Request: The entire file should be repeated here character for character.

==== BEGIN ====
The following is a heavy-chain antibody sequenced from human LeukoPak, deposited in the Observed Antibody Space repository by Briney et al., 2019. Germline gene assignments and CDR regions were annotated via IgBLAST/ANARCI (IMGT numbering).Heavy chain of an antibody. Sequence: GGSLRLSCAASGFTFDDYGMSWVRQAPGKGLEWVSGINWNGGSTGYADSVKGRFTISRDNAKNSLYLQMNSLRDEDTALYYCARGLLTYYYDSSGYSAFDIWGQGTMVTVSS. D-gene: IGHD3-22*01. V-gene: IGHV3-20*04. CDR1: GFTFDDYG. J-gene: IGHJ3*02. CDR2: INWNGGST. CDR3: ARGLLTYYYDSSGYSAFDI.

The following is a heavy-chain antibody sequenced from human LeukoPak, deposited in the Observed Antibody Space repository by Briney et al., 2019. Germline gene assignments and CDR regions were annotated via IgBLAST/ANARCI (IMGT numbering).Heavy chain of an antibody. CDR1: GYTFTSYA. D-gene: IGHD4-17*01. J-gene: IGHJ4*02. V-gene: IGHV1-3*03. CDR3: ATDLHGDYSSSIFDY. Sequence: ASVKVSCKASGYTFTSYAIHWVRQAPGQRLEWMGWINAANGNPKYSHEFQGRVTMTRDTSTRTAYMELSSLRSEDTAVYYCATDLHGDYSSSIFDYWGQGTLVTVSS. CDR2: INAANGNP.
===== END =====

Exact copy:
The following is a heavy-chain antibody sequenced from human LeukoPak, deposited in the Observed Antibody Space repository by Briney et al., 2019. Germline gene assignments and CDR regions were annotated via IgBLAST/ANARCI (IMGT numbering).Heavy chain of an antibody. Sequence: GGSLRLSCAASGFTFDDYGMSWVRQAPGKGLEWVSGINWNGGSTGYADSVKGRFTISRDNAKNSLYLQMNSLRDEDTALYYCARGLLTYYYDSSGYSAFDIWGQGTMVTVSS. D-gene: IGHD3-22*01. V-gene: IGHV3-20*04. CDR1: GFTFDDYG. J-gene: IGHJ3*02. CDR2: INWNGGST. CDR3: ARGLLTYYYDSSGYSAFDI.

The following is a heavy-chain antibody sequenced from human LeukoPak, deposited in the Observed Antibody Space repository by Briney et al., 2019. Germline gene assignments and CDR regions were annotated via IgBLAST/ANARCI (IMGT numbering).Heavy chain of an antibody. CDR1: GYTFTSYA. D-gene: IGHD4-17*01. J-gene: IGHJ4*02. V-gene: IGHV1-3*03. CDR3: ATDLHGDYSSSIFDY. Sequence: ASVKVSCKASGYTFTSYAIHWVRQAPGQRLEWMGWINAANGNPKYSHEFQGRVTMTRDTSTRTAYMELSSLRSEDTAVYYCATDLHGDYSSSIFDYWGQGTLVTVSS. CDR2: INAANGNP.